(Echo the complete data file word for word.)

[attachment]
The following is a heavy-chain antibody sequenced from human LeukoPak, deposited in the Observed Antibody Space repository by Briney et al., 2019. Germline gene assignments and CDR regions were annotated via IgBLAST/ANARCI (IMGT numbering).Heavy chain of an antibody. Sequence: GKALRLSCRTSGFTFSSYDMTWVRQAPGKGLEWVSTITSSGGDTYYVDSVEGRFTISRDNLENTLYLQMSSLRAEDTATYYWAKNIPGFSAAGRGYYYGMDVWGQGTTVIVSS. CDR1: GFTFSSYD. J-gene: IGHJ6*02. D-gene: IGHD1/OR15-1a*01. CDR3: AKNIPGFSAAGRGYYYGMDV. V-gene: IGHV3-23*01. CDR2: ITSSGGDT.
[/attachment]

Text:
The following is a heavy-chain antibody sequenced from human LeukoPak, deposited in the Observed Antibody Space repository by Briney et al., 2019. Germline gene assignments and CDR regions were annotated via IgBLAST/ANARCI (IMGT numbering).Heavy chain of an antibody. Sequence: GKALRLSCRTSGFTFSSYDMTWVRQAPGKGLEWVSTITSSGGDTYYVDSVEGRFTISRDNLENTLYLQMSSLRAEDTATYYWAKNIPGFSAAGRGYYYGMDVWGQGTTVIVSS. CDR1: GFTFSSYD. J-gene: IGHJ6*02. D-gene: IGHD1/OR15-1a*01. CDR3: AKNIPGFSAAGRGYYYGMDV. V-gene: IGHV3-23*01. CDR2: ITSSGGDT.